Mercury (Hermes)

Imperial Period
A.D. 30–40

Catalogue Raisonné

Sculpture in Stone (MFA), no. 145; Sculpture in Stone and Bronze (MFA), p. 111 (additional published references).


Overall: 72cm (28 3/8in.)

Accession Number


Medium or Technique

Marble (probably from the Greek island of Paros)

On View

Classical Roman Gallery (Gallery 213)


The Ancient World



An under life size nude; the wings in his hair, now broken off, indicate he is Mercury (Hermes), the messenger of the gods and conductor of souls to the Underworld. This work is a fleshier, Roman interpretation of the style of the Greek sculptor Polykleitos.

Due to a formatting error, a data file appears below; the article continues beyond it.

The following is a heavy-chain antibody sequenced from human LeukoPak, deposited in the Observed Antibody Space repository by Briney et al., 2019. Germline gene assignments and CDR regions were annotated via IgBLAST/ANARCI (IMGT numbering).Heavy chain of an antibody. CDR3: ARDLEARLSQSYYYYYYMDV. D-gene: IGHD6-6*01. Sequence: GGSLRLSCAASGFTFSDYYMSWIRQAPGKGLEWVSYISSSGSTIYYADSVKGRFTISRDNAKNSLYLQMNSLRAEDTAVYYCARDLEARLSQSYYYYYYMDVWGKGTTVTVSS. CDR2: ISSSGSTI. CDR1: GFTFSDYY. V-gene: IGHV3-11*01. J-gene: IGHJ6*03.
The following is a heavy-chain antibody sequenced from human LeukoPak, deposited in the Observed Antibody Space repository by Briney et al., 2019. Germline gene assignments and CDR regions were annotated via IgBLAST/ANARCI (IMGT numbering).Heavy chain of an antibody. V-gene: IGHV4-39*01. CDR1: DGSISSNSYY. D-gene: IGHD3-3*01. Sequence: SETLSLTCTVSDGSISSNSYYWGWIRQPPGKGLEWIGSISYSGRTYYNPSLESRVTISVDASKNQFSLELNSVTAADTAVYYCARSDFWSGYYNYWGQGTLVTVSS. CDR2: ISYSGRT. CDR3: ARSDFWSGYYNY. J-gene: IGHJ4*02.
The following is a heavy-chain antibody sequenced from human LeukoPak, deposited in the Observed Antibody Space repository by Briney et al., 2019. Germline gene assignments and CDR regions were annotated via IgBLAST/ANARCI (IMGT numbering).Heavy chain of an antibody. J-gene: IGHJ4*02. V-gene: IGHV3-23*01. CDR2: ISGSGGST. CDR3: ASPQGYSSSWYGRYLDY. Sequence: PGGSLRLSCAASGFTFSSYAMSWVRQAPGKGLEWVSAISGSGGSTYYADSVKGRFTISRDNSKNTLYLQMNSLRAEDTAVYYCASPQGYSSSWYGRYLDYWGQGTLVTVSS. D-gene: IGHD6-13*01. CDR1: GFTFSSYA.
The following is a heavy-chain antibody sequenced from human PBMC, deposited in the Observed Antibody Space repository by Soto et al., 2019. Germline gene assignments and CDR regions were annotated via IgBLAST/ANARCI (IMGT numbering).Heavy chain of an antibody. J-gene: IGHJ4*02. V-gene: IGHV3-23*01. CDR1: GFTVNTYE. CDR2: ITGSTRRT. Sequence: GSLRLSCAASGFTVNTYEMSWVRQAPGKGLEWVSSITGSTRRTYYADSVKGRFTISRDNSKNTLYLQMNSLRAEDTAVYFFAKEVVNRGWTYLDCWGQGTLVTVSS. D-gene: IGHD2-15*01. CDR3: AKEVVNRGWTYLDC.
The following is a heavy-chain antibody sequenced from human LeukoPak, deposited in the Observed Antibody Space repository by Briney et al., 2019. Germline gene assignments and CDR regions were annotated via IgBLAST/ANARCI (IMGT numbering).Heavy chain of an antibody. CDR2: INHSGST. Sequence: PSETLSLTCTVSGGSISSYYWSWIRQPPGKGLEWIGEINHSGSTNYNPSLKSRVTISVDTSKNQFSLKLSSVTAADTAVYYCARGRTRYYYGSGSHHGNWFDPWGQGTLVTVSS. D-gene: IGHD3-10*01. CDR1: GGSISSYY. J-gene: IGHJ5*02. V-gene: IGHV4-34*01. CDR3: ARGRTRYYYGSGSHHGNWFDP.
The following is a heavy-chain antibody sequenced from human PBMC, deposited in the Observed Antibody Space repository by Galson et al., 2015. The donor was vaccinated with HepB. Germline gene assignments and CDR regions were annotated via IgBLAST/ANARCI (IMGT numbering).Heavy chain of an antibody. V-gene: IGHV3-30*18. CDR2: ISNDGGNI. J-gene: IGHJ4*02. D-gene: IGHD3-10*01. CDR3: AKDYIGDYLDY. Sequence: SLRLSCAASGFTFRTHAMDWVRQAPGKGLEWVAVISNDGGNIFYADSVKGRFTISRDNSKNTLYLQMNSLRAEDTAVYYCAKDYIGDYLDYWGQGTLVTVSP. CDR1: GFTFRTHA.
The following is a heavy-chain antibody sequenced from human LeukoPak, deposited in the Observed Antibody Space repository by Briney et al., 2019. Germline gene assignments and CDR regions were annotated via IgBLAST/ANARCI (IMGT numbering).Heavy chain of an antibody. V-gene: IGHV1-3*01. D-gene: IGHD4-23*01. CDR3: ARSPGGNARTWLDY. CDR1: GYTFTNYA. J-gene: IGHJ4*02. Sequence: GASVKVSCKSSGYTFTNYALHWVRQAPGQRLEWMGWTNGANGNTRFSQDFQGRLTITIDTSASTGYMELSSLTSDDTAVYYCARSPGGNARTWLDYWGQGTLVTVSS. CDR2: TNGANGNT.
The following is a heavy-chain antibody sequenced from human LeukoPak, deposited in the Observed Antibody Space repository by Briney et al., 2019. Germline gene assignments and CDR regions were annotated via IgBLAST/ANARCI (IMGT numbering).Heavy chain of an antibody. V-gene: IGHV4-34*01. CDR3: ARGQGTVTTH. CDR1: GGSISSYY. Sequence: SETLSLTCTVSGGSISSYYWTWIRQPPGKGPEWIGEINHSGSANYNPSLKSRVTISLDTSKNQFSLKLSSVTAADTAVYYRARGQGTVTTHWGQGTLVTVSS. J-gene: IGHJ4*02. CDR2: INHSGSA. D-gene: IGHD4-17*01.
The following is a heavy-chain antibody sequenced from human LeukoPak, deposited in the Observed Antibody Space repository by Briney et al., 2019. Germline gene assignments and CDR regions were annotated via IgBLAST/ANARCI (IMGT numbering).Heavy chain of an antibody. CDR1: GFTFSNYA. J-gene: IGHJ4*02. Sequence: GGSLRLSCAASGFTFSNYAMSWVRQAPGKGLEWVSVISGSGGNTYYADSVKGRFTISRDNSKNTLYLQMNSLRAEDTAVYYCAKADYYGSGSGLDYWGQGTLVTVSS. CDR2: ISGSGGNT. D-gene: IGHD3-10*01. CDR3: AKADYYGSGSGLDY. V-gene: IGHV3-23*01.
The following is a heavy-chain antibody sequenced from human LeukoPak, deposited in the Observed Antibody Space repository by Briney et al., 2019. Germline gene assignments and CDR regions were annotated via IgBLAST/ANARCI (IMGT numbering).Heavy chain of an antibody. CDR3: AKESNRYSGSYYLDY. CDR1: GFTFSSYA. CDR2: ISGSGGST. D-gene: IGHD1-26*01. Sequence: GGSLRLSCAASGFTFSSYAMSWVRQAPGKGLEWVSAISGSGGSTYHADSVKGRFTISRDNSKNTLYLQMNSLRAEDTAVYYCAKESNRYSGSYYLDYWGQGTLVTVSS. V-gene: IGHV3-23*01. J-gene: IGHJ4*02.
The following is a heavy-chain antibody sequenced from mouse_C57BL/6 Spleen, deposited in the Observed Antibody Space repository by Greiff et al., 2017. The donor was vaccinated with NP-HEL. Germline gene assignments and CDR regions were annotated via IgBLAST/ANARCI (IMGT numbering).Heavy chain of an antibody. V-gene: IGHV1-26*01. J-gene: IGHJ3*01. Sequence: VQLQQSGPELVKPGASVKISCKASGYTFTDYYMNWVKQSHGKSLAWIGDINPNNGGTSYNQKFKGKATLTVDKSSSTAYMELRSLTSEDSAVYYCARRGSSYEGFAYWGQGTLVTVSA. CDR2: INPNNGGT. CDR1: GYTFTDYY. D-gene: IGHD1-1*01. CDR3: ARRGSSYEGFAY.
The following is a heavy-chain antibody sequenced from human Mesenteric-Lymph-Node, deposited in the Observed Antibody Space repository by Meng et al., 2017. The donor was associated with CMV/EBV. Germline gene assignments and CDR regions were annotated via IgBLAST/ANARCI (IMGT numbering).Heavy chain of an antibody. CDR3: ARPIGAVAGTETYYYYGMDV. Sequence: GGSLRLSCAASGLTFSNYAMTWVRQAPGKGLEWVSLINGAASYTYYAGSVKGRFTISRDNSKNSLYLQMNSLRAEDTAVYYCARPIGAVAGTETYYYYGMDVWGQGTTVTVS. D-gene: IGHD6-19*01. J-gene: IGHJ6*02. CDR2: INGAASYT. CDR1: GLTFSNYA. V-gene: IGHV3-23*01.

It has been recently suggested that the Hermes/Mercury stood in the facade of the amphitheater of Capua, placed there during a renovation probably dating to the reign of Antoninus Pius.

A hard, calcareous deposit partly covers the front of the body; this has been removed from the face, neck, and parts of the chest by means of acid, corroding and discoloring portions of the surface.

Scientific Analysis:
Harvard Lab No. HI357: Isotope ratios - delta13C +4.92 / delta18O -3.37, Attribution - Paros 1.


By date unknown: with Edward Perry Warren (according to L. D. Caskey, Catalogue of Greek and Roman Sculpture: from the neighborhood of Capua); 1895: purchased by MFA from Edward Perry Warren for $ 29,857.37 (this figure is the total price for MFA 95.9-95.174)

Credit Line

Catharine Page Perkins Fund